Old-School Toys Are So Much Better For Our Children

All those flashy, bleeping, blinking, and [not-so]cheap toys should be thrown out the window. Forever. They inhibit imagination, innovation, and the learning of integral abilities that benefit our children later on in life. Old-school-type toys such as building blocks, wooden train tracks, and solid animals, are *a lot *better.

My two sons are currently of toddler age (yes, it’s a busy home) and I see the benefit of having these toys everyday. Building blocks are built differently everytime. Train tracks run a different route everytime. The animals have all sorts of conversations and do all manner of things that they were not intended for. All this, due to the imagination afforded to my boys by not being entranced and zombified by the flashing lights and tinny sound effects.

Don’t get me wrong, there are some flashing, blinking toys that are quite fantastic. But these are generally the ones that don’t have one syllable, or one monotonous motion. They enhance the playing experience.

There are many opinions and studies which support this theory that the ‘classic’ toys are better for our children, with some of the benefits being:

  • Improving the fine and gross motor skills,
  • Imaginative play,
  • Problem solving and puzzle skills,
  • and Creativity.

Even though my boys don’t have as many toys as some of their friends, it makes me genuinely happy when they are using their magnificently imaginative minds to create a new world every time they play.

Living in an Earthquake City

From growing up in a geologically stable country, to living in an earthquake-prone one is a massive change which I am still adjusting to. The constant reminder of potential disaster, the warnings, the community effort and solidarity, all merge to make this an interesting way of life.

I was born and raised in South Africa. It must be one of the least prone places on the planet when it comes to natural disasters. No earthquakes, volcanoes, tornadoes, or hurricanes. Ok, maybe a flood or two if there’s too much rain, but you get my drift.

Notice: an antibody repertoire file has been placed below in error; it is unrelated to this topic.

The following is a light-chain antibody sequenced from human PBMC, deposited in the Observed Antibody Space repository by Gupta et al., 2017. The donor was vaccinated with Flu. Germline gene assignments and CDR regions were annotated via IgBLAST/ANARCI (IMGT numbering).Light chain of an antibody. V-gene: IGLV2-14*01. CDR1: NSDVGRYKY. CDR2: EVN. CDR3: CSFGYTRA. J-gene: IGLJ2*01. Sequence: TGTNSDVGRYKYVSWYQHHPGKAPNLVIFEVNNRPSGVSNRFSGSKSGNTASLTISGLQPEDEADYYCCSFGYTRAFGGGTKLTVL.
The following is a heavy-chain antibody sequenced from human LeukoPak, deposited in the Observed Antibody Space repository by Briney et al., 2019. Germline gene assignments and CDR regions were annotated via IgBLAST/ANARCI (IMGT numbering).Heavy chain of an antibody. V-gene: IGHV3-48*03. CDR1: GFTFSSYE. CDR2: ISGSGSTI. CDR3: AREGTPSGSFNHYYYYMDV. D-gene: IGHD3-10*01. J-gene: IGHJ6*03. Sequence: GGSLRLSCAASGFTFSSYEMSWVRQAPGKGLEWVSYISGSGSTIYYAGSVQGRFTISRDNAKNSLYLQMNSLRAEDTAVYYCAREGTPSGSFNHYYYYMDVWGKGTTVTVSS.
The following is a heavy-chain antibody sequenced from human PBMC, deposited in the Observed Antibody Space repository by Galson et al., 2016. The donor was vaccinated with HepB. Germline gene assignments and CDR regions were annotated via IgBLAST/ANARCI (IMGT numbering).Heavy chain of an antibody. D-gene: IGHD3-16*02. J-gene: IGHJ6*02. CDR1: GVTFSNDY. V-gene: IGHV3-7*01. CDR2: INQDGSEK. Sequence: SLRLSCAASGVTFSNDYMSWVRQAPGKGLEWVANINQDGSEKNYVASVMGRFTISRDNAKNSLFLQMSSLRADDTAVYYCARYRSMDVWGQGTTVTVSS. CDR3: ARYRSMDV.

A few years back, me and my little family moved to Wellington, New Zealand. What a wonderful, beautiful place. However, we’ve had to make a major adjustment in the way we go about our lives. In everything we do and everywhere we go, we have had to become ‘earthquake aware’.

Everything needs to be viewed from a potential natural disaster perspective. Where’s the nearest emergency exit? Is this place high enough in the event of a tsunami? Where is the nearest wall or table to “Drop. Cover. Hold”? These questions might seem far-fetched, but it is the way of life here.

The constant reminder of what could happen is extremely prevalent. TV Ads, posters, the regular earth tremors, even employer safety checks don’t abate the potential for earthquake. But that is also the intense positive side.

These things have helped me prepare. Prepare for the ‘big one’. Prepare to survive days without electricity or water. Prepare for what to do if something were to happen. Without these warnings and tips, I wouldn’t feel as comfortable as I do now. My bags would’ve been packed long time ago.

Since being here, I’ve experienced a number of smaller tremors every 3 to 6 months. However the swarm of Cook Strait quakes over the last few days (including 3 of them being over 5 on the Richter scale) have brought earthquake living and emergency preparation joltingly to the forefront of my mind.

I think it’s time to get that emergency kit going.

Surprisingly, living with this constant subconscious thought that this city could be razed at any minute, has not dampened my willingness to live here. New Zealand, and Wellington in particular, really has so much to offer.

After this last weekend, I feel a strong undertone from the people of this city?—?that we will persevere in the event of disaster. When the going gets tough I just know deep down that we will work together. This was seen when Christchurch was devastated by an earthquake in 2011. This was seen in June this year when Wellington was hit by its worst storm in 37 years. And it will be seen when we’re rebuilding this little capital brick by brick sometime in the future.

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